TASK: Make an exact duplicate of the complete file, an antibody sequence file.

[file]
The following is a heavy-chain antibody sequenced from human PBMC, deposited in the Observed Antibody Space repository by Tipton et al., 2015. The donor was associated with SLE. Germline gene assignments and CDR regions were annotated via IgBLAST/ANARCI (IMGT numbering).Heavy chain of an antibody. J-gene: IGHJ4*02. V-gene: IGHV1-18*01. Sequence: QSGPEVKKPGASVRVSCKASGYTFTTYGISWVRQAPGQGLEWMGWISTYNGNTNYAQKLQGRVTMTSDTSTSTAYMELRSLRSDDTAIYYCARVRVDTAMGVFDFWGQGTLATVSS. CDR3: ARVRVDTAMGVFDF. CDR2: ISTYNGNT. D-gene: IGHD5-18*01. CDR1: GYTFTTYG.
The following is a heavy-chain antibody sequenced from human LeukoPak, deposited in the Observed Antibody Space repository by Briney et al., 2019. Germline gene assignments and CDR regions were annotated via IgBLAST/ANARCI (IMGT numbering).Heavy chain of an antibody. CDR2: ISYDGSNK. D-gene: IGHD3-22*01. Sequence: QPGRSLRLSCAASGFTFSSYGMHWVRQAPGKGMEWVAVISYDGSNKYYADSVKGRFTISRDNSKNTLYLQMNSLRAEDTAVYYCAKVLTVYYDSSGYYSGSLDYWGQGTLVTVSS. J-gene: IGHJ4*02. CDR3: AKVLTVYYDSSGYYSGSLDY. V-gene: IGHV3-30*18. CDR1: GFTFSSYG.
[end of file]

The following is a heavy-chain antibody sequenced from human PBMC, deposited in the Observed Antibody Space repository by Tipton et al., 2015. The donor was associated with SLE. Germline gene assignments and CDR regions were annotated via IgBLAST/ANARCI (IMGT numbering).Heavy chain of an antibody. J-gene: IGHJ4*02. V-gene: IGHV1-18*01. Sequence: QSGPEVKKPGASVRVSCKASGYTFTTYGISWVRQAPGQGLEWMGWISTYNGNTNYAQKLQGRVTMTSDTSTSTAYMELRSLRSDDTAIYYCARVRVDTAMGVFDFWGQGTLATVSS. CDR3: ARVRVDTAMGVFDF. CDR2: ISTYNGNT. D-gene: IGHD5-18*01. CDR1: GYTFTTYG.
The following is a heavy-chain antibody sequenced from human LeukoPak, deposited in the Observed Antibody Space repository by Briney et al., 2019. Germline gene assignments and CDR regions were annotated via IgBLAST/ANARCI (IMGT numbering).Heavy chain of an antibody. CDR2: ISYDGSNK. D-gene: IGHD3-22*01. Sequence: QPGRSLRLSCAASGFTFSSYGMHWVRQAPGKGMEWVAVISYDGSNKYYADSVKGRFTISRDNSKNTLYLQMNSLRAEDTAVYYCAKVLTVYYDSSGYYSGSLDYWGQGTLVTVSS. J-gene: IGHJ4*02. CDR3: AKVLTVYYDSSGYYSGSLDY. V-gene: IGHV3-30*18. CDR1: GFTFSSYG.